Every so often, an experimental medical technique gets undue hyping prior to going through the rigor of scientific proof of benefit. Medical safety concerns usually arise fairly quickly if early converts get themselves into the mix of unproven therapies. But there is little medical regulators can do to stop do-it-yourself (DIY) enthusiasts when a new fad comes along.
You may already be aware that electrical stimulation of the brain has proven mental health benefits. Where other medications have failed, people with some mental health disorders can be subjected to electrical brain therapy, with varying levels of success. But can electrical brain stimulation be of use in other ways, say modulating mood, enhancing memory or even creativity?
Enter the world of transcutaneous direct current stimulation of the brain (tDCS for short). This is a technique that involves passing weak pulses of electricity to the brain. Such electrical pulses are in themselves harmless, but are strong enough to activate or inhibit parts of the brain and influence function. Preliminary studies, some backed by military experiments, have indicated potential to improve rapid learning and training, and enhanced intellect.
From a medical viewpoint, tDCS may have applications in the treatment of depression, chronic pain syndromes or even enhance recovery from strokes. There are ongoing studies in these respects. But other applications of tDCS have not been lost to enthusiasts looking to improve their memories, creativity, happiness or even their intellectual levels. Some have even thought they could improve their children’s aptitude with maths and other educational feats.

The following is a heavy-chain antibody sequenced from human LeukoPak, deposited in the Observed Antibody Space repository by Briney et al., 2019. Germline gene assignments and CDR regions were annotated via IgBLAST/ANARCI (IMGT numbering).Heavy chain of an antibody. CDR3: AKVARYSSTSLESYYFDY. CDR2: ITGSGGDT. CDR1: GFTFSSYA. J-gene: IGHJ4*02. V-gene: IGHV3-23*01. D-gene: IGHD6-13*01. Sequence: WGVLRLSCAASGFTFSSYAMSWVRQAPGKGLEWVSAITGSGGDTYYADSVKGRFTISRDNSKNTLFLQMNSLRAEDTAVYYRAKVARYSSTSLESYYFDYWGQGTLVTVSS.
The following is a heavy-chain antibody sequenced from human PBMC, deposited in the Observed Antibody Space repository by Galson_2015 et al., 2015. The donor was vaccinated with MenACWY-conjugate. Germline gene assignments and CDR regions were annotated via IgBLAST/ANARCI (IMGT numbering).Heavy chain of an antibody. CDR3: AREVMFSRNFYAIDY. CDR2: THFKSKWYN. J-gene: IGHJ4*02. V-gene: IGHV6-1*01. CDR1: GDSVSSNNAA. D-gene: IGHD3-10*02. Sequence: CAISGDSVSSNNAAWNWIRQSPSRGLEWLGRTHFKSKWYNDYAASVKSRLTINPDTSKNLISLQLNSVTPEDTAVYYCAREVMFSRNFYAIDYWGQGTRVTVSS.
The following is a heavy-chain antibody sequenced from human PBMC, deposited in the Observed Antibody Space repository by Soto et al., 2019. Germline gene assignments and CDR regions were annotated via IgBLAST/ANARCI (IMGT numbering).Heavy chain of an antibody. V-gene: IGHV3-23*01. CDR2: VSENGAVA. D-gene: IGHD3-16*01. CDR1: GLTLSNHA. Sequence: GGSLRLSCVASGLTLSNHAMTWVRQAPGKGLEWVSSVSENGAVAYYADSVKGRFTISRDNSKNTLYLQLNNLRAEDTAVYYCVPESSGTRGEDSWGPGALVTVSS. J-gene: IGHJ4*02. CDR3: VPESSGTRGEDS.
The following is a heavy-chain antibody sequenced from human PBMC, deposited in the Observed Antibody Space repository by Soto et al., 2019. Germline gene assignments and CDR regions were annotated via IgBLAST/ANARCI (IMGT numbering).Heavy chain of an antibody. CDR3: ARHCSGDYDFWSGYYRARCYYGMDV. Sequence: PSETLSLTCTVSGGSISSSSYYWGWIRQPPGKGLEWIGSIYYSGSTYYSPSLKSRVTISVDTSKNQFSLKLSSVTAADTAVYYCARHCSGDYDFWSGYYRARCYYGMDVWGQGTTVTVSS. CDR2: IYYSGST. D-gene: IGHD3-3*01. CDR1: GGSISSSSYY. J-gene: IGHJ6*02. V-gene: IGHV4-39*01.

Brain zappers are on the loose with DIY brain stimulation kits. All you need is a direct current generator, and some electrodes to attach to your scalp. Some have made their kits from scratch, but you can easily get an assembled kit online, with some inbuilt safety mechanisms. Early adopters have reported benefits ranging from better focus, increased productivity, enhanced mood, less stress and better problem solving skills. There are hardly any reports of harm.
But there are some worries within the medical fraternity. Passing too much current may be harmful, so is the possibility of placing the electrodes the wrong way. Activating or inhibiting parts of the brain repeatedly for a long time may result in unknown effects. True, professionally assembled stimulation kits with inbuilt safety mechanisms may negate some of the risks. And limited stimulation episodes may minimize any unknown potential harms.
The science is objective, but the benefits are yet to be unequivocally proven. At home or in the office DIY brain zapping has certainly gained a following. You can try it if you want, but be absolutely clear about what you are hoping to get out of it. The careful ones have done it within the confines of their doctor’s premises. Time will tell whether zapped brains end up functioning better.Take a fertility test today